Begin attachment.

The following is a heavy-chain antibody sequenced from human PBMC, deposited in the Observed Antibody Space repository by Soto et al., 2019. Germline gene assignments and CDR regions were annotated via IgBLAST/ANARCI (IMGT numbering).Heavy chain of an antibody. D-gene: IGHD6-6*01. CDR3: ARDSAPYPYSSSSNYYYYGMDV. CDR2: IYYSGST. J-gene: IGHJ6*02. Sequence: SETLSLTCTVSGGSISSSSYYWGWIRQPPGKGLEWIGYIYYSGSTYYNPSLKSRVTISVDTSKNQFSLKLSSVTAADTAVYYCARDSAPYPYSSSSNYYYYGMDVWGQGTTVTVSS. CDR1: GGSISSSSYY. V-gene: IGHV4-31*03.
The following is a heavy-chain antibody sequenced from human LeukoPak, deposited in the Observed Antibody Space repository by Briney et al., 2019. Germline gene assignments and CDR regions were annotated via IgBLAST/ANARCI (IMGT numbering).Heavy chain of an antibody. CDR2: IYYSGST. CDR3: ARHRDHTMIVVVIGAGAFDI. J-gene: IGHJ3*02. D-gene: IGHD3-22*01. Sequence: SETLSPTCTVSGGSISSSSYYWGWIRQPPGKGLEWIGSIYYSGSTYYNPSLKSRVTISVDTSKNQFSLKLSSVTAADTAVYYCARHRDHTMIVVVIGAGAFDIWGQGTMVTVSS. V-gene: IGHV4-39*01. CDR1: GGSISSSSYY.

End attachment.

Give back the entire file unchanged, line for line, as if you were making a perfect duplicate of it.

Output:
The following is a heavy-chain antibody sequenced from human PBMC, deposited in the Observed Antibody Space repository by Soto et al., 2019. Germline gene assignments and CDR regions were annotated via IgBLAST/ANARCI (IMGT numbering).Heavy chain of an antibody. D-gene: IGHD6-6*01. CDR3: ARDSAPYPYSSSSNYYYYGMDV. CDR2: IYYSGST. J-gene: IGHJ6*02. Sequence: SETLSLTCTVSGGSISSSSYYWGWIRQPPGKGLEWIGYIYYSGSTYYNPSLKSRVTISVDTSKNQFSLKLSSVTAADTAVYYCARDSAPYPYSSSSNYYYYGMDVWGQGTTVTVSS. CDR1: GGSISSSSYY. V-gene: IGHV4-31*03.
The following is a heavy-chain antibody sequenced from human LeukoPak, deposited in the Observed Antibody Space repository by Briney et al., 2019. Germline gene assignments and CDR regions were annotated via IgBLAST/ANARCI (IMGT numbering).Heavy chain of an antibody. CDR2: IYYSGST. CDR3: ARHRDHTMIVVVIGAGAFDI. J-gene: IGHJ3*02. D-gene: IGHD3-22*01. Sequence: SETLSPTCTVSGGSISSSSYYWGWIRQPPGKGLEWIGSIYYSGSTYYNPSLKSRVTISVDTSKNQFSLKLSSVTAADTAVYYCARHRDHTMIVVVIGAGAFDIWGQGTMVTVSS. V-gene: IGHV4-39*01. CDR1: GGSISSSSYY.